Bangladesh youth worried about edu, jobs

Bangladesh youth worried about edu, jobs

Staff Correspondent. Dhaka | Prothom Alo Jan 27, 2019

The Bangla daily Prothom Alo, in association with IID`s youth network Youth for Policy, organises a roundtable titled ‘Youth Employment and the 4th industrial revolution’ at its Kawran Bazar office on Sunday. Photo: Prothom AloMany of the Bangladeshi educated jobseekers are not provided with employment opportunities due to lack of ‘experience’ as required even for an entry, some youth complained at a Prothom Alo roundtable on Sunday.

This indicates the employers especially those in the private sector, are not satisfied with their academic education as some stakeholders called for revising education policy.

The country may enter into an unrest unless adequate employment opportunities are created for more than two million youth who come to job market every year, according to a survey conducted by Institute of Informatics and Development (IID).

Covering 11,658 youth in 23 districts, it shows 84 per cent of the youth calls unemployment as the main problem in the country, said IID chief executive Sayeed Ahmed.

The youth, present at the roundtable, lamented that they are asked to mention their experience while applying for a job when they are just freshers.

The Bangla daily Prothom Alo, in association with IID’s youth network Youth for Policy, organised the roundtable titled ‘Youth Employment and the 4th industrial revolution’ at its Kawran Bazar office.

“Our academic education is of little use in the job market. After completion of graduation, it takes 2-3 years to study various subjects to sit for examination for jobs,” Noyon Kumar Gayen, a volunteer of Youth for Policy, said.

Andrila Nazneen, another volunteer, said, “I need experience if I want to drop my CV for jobs. I’m a fresher where shall I get the experience from unless you provide me with opportunity first?”

She insisted that there should be an arrangement of training and small works during the graduation process.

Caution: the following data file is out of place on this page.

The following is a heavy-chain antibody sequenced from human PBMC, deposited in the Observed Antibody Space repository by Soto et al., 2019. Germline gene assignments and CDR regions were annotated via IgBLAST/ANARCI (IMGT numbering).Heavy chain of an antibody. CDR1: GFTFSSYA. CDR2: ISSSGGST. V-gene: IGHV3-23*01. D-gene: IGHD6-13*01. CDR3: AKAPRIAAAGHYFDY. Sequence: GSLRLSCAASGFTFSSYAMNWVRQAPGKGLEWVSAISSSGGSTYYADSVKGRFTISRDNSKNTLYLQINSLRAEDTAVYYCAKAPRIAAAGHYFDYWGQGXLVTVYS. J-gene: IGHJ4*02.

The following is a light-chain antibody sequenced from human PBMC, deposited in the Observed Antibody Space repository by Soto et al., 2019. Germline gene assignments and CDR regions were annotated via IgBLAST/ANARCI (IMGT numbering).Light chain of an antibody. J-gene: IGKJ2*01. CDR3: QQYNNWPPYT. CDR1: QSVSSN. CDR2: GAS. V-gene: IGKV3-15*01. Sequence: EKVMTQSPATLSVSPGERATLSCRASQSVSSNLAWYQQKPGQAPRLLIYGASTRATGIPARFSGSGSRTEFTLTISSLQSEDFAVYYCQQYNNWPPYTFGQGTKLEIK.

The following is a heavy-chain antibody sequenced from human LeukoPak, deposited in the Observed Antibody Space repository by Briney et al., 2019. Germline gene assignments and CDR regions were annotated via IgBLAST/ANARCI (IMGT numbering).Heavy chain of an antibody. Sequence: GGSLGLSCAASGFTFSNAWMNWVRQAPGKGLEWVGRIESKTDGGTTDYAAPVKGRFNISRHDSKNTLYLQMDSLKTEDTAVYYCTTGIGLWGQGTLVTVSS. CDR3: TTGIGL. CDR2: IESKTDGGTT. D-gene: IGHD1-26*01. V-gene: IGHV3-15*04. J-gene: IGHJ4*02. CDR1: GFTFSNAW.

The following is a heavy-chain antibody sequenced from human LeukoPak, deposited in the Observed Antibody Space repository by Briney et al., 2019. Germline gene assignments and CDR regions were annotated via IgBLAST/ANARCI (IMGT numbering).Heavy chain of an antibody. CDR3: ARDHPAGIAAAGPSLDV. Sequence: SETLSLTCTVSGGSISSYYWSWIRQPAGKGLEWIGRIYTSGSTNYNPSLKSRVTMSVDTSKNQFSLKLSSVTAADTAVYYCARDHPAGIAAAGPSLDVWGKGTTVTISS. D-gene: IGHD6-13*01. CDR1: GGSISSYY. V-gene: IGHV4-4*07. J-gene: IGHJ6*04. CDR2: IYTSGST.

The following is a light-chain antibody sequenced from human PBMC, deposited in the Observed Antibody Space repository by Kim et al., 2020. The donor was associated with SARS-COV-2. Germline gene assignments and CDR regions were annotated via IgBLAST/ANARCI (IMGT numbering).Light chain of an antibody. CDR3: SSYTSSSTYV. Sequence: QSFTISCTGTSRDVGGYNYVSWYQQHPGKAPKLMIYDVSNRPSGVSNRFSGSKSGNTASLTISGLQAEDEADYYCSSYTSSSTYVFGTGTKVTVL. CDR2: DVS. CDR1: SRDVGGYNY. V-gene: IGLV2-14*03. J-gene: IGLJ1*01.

The IID chief executive recommended a national debate on education policy and said academicians, private sector representatives, the civil society and youth should give their opinions.

Aliva Rani Sheel, another volunteer of Youth for policy, said, “Our education system is result-oriented. If we don’t adapt to new technology, we’ll lag behind.”

Mehedi Hasan of the same organisation said his family did not support him when he wanted to do something during his graduation.

“Experience is required if I want to apply for jobs. But I don’t have it, nor can I attain it within a short time,” he said.

Expert at National Curriculum and Text Book Board Azizur Rahman said the government is going to introduce technology-based textbook to adapt with the advance technology.

“We’ve already launched e-learning at 640 schools on pilot basis,” he added.

Abul Kashem Khan, a former president of Dhaka Chamber of Commerce and Industry (DCCI), said, “We need to change our education system.”

The education that has been imparted to the students has no future and this education has no value in other countries as well, he said adding. “We are at the bottom in the global competitiveness index.” Bangladesh ranks 118th out of 125 in the index, Kashem said.

He suggested making English as medium of technology education mandatory in the education system.

Out of 2.4 million new job entrants a year, Bdjobs.com chief executive officer AKM Fahim Mashroor regretted, 2 million jobseekers become hopeless finding no jobs.

“Our policymakers have failed to address this problem,” he said.

He asked the youth not to depend on their institutions for creating or providing opportunities and insisted that they would have to try to do ‘something on their own’.

Dwelling on the 4th industrial revolution through use of artificial intelligence at workplace, Mashoor said there will be higher demand for ‘higher skills’ and ‘lower skills’. “But there will be a crisis of jobs for those who have mid-level skills,” Mashroor added.

Prothom Alo associate editor Abdul Quayum moderated the session.

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